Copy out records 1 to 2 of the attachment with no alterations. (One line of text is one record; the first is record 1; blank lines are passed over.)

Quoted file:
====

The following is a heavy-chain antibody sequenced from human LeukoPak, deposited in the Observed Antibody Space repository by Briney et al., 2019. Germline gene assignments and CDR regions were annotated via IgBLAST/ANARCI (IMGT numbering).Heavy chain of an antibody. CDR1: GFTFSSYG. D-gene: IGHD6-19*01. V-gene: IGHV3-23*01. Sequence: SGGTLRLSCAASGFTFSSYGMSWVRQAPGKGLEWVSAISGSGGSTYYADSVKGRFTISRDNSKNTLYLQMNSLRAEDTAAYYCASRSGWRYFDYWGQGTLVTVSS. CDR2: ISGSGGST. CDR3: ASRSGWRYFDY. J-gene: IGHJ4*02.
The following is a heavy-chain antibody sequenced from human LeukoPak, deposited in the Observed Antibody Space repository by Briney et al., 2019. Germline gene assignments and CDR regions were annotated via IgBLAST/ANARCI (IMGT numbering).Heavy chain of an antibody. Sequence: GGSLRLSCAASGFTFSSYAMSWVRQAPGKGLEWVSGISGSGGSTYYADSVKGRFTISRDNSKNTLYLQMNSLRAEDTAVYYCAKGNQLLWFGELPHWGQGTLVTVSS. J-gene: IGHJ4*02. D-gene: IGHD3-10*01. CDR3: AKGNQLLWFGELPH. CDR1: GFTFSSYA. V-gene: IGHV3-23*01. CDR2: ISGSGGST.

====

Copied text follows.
The following is a heavy-chain antibody sequenced from human LeukoPak, deposited in the Observed Antibody Space repository by Briney et al., 2019. Germline gene assignments and CDR regions were annotated via IgBLAST/ANARCI (IMGT numbering).Heavy chain of an antibody. CDR1: GFTFSSYG. D-gene: IGHD6-19*01. V-gene: IGHV3-23*01. Sequence: SGGTLRLSCAASGFTFSSYGMSWVRQAPGKGLEWVSAISGSGGSTYYADSVKGRFTISRDNSKNTLYLQMNSLRAEDTAAYYCASRSGWRYFDYWGQGTLVTVSS. CDR2: ISGSGGST. CDR3: ASRSGWRYFDY. J-gene: IGHJ4*02.
The following is a heavy-chain antibody sequenced from human LeukoPak, deposited in the Observed Antibody Space repository by Briney et al., 2019. Germline gene assignments and CDR regions were annotated via IgBLAST/ANARCI (IMGT numbering).Heavy chain of an antibody. Sequence: GGSLRLSCAASGFTFSSYAMSWVRQAPGKGLEWVSGISGSGGSTYYADSVKGRFTISRDNSKNTLYLQMNSLRAEDTAVYYCAKGNQLLWFGELPHWGQGTLVTVSS. J-gene: IGHJ4*02. D-gene: IGHD3-10*01. CDR3: AKGNQLLWFGELPH. CDR1: GFTFSSYA. V-gene: IGHV3-23*01. CDR2: ISGSGGST.